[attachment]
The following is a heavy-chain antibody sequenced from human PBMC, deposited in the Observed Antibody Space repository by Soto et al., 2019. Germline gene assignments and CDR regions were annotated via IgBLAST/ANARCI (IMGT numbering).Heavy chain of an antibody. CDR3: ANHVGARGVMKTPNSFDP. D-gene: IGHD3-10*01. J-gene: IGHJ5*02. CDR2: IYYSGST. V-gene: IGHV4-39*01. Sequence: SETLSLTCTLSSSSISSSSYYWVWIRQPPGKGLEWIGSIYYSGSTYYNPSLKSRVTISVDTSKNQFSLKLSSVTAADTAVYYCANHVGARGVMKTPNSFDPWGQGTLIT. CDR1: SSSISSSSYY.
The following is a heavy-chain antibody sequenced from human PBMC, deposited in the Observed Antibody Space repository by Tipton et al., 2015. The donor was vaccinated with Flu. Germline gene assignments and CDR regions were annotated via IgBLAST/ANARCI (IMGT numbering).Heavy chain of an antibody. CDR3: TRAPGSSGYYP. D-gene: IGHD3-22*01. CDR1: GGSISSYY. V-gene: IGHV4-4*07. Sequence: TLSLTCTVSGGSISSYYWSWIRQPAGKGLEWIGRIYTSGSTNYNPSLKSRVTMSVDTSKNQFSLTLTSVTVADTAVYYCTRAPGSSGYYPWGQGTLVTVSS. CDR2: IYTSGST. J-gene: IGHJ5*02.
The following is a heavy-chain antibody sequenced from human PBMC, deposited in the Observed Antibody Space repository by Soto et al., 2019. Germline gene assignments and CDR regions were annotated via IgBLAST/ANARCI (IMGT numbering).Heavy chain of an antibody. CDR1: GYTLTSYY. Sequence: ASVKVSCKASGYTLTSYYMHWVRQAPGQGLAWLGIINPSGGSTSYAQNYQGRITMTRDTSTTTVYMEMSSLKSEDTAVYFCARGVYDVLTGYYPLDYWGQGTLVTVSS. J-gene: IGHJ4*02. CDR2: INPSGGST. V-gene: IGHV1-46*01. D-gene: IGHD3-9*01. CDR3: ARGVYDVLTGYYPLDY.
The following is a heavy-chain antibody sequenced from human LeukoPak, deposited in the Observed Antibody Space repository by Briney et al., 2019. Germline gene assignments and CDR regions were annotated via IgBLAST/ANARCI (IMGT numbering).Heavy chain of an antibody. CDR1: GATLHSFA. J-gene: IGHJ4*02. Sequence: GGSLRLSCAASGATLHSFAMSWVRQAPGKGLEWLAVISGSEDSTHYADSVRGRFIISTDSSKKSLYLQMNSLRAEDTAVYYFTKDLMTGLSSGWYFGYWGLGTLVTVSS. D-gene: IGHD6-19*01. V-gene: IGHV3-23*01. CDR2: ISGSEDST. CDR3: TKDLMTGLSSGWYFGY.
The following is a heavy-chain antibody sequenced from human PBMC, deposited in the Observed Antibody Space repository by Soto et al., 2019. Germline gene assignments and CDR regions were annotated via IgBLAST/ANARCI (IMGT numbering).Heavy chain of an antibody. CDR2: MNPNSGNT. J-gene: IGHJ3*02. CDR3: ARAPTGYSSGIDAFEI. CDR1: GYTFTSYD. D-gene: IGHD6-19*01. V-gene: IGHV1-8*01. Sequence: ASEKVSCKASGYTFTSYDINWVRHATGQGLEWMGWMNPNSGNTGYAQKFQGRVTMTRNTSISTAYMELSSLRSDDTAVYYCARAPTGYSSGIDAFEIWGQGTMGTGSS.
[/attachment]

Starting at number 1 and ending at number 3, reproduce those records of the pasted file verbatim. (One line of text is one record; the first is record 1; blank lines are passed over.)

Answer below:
The following is a heavy-chain antibody sequenced from human PBMC, deposited in the Observed Antibody Space repository by Soto et al., 2019. Germline gene assignments and CDR regions were annotated via IgBLAST/ANARCI (IMGT numbering).Heavy chain of an antibody. CDR3: ANHVGARGVMKTPNSFDP. D-gene: IGHD3-10*01. J-gene: IGHJ5*02. CDR2: IYYSGST. V-gene: IGHV4-39*01. Sequence: SETLSLTCTLSSSSISSSSYYWVWIRQPPGKGLEWIGSIYYSGSTYYNPSLKSRVTISVDTSKNQFSLKLSSVTAADTAVYYCANHVGARGVMKTPNSFDPWGQGTLIT. CDR1: SSSISSSSYY.
The following is a heavy-chain antibody sequenced from human PBMC, deposited in the Observed Antibody Space repository by Tipton et al., 2015. The donor was vaccinated with Flu. Germline gene assignments and CDR regions were annotated via IgBLAST/ANARCI (IMGT numbering).Heavy chain of an antibody. CDR3: TRAPGSSGYYP. D-gene: IGHD3-22*01. CDR1: GGSISSYY. V-gene: IGHV4-4*07. Sequence: TLSLTCTVSGGSISSYYWSWIRQPAGKGLEWIGRIYTSGSTNYNPSLKSRVTMSVDTSKNQFSLTLTSVTVADTAVYYCTRAPGSSGYYPWGQGTLVTVSS. CDR2: IYTSGST. J-gene: IGHJ5*02.
The following is a heavy-chain antibody sequenced from human PBMC, deposited in the Observed Antibody Space repository by Soto et al., 2019. Germline gene assignments and CDR regions were annotated via IgBLAST/ANARCI (IMGT numbering).Heavy chain of an antibody. CDR1: GYTLTSYY. Sequence: ASVKVSCKASGYTLTSYYMHWVRQAPGQGLAWLGIINPSGGSTSYAQNYQGRITMTRDTSTTTVYMEMSSLKSEDTAVYFCARGVYDVLTGYYPLDYWGQGTLVTVSS. J-gene: IGHJ4*02. CDR2: INPSGGST. V-gene: IGHV1-46*01. D-gene: IGHD3-9*01. CDR3: ARGVYDVLTGYYPLDY.